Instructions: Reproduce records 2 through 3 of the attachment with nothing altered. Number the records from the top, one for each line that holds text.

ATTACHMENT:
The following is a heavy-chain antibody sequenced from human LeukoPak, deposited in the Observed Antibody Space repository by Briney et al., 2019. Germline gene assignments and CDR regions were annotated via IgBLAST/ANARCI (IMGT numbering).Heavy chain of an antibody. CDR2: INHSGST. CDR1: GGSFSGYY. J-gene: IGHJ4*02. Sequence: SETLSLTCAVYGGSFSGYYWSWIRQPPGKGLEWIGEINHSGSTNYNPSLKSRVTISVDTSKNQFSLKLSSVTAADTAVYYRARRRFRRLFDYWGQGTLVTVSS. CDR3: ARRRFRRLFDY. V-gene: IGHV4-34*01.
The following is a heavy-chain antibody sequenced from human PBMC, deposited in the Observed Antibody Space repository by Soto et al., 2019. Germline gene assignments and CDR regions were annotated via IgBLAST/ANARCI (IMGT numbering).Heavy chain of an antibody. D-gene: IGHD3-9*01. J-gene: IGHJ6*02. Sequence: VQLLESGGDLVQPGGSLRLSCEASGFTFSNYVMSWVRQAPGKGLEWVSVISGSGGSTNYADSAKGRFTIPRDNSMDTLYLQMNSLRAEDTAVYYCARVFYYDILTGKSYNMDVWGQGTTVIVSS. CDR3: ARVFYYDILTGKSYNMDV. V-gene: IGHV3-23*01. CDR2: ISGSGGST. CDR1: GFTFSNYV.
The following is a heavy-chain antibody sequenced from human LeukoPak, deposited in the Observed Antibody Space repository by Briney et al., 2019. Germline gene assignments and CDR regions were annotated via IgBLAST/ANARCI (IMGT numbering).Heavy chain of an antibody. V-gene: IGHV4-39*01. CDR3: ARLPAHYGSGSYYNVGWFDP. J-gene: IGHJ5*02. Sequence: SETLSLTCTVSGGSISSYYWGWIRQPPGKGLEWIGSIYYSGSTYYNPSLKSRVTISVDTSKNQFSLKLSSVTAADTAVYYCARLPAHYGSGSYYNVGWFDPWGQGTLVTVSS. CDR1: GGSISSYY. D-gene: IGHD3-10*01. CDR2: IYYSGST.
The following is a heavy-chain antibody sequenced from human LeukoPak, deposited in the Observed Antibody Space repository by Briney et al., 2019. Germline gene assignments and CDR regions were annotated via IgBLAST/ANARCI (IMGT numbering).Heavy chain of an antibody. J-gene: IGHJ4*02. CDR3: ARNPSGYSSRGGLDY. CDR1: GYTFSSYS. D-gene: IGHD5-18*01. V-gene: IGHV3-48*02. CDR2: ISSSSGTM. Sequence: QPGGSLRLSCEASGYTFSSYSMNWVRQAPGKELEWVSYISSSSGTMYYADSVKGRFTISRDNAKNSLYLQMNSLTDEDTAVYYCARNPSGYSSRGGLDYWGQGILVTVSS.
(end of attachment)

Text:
The following is a heavy-chain antibody sequenced from human PBMC, deposited in the Observed Antibody Space repository by Soto et al., 2019. Germline gene assignments and CDR regions were annotated via IgBLAST/ANARCI (IMGT numbering).Heavy chain of an antibody. D-gene: IGHD3-9*01. J-gene: IGHJ6*02. Sequence: VQLLESGGDLVQPGGSLRLSCEASGFTFSNYVMSWVRQAPGKGLEWVSVISGSGGSTNYADSAKGRFTIPRDNSMDTLYLQMNSLRAEDTAVYYCARVFYYDILTGKSYNMDVWGQGTTVIVSS. CDR3: ARVFYYDILTGKSYNMDV. V-gene: IGHV3-23*01. CDR2: ISGSGGST. CDR1: GFTFSNYV.
The following is a heavy-chain antibody sequenced from human LeukoPak, deposited in the Observed Antibody Space repository by Briney et al., 2019. Germline gene assignments and CDR regions were annotated via IgBLAST/ANARCI (IMGT numbering).Heavy chain of an antibody. V-gene: IGHV4-39*01. CDR3: ARLPAHYGSGSYYNVGWFDP. J-gene: IGHJ5*02. Sequence: SETLSLTCTVSGGSISSYYWGWIRQPPGKGLEWIGSIYYSGSTYYNPSLKSRVTISVDTSKNQFSLKLSSVTAADTAVYYCARLPAHYGSGSYYNVGWFDPWGQGTLVTVSS. CDR1: GGSISSYY. D-gene: IGHD3-10*01. CDR2: IYYSGST.